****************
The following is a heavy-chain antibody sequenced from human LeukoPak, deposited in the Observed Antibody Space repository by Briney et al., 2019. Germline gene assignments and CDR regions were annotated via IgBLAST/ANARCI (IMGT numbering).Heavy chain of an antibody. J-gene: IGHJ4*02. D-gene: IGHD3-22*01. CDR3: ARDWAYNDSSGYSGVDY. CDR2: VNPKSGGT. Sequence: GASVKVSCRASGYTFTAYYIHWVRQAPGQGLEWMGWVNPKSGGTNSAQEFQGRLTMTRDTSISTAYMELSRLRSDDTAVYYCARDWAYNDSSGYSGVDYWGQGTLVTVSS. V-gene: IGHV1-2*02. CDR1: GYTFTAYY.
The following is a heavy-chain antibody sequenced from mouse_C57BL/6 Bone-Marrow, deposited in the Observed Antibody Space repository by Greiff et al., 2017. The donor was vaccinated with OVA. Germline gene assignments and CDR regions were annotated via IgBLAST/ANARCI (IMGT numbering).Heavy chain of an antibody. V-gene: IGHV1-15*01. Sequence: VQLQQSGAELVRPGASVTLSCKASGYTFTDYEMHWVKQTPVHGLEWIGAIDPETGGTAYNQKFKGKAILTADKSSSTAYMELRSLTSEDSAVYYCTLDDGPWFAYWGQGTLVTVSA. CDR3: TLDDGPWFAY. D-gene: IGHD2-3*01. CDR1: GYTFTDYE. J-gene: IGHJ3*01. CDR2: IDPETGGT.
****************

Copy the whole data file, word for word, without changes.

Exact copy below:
The following is a heavy-chain antibody sequenced from human LeukoPak, deposited in the Observed Antibody Space repository by Briney et al., 2019. Germline gene assignments and CDR regions were annotated via IgBLAST/ANARCI (IMGT numbering).Heavy chain of an antibody. J-gene: IGHJ4*02. D-gene: IGHD3-22*01. CDR3: ARDWAYNDSSGYSGVDY. CDR2: VNPKSGGT. Sequence: GASVKVSCRASGYTFTAYYIHWVRQAPGQGLEWMGWVNPKSGGTNSAQEFQGRLTMTRDTSISTAYMELSRLRSDDTAVYYCARDWAYNDSSGYSGVDYWGQGTLVTVSS. V-gene: IGHV1-2*02. CDR1: GYTFTAYY.
The following is a heavy-chain antibody sequenced from mouse_C57BL/6 Bone-Marrow, deposited in the Observed Antibody Space repository by Greiff et al., 2017. The donor was vaccinated with OVA. Germline gene assignments and CDR regions were annotated via IgBLAST/ANARCI (IMGT numbering).Heavy chain of an antibody. V-gene: IGHV1-15*01. Sequence: VQLQQSGAELVRPGASVTLSCKASGYTFTDYEMHWVKQTPVHGLEWIGAIDPETGGTAYNQKFKGKAILTADKSSSTAYMELRSLTSEDSAVYYCTLDDGPWFAYWGQGTLVTVSA. CDR3: TLDDGPWFAY. D-gene: IGHD2-3*01. CDR1: GYTFTDYE. J-gene: IGHJ3*01. CDR2: IDPETGGT.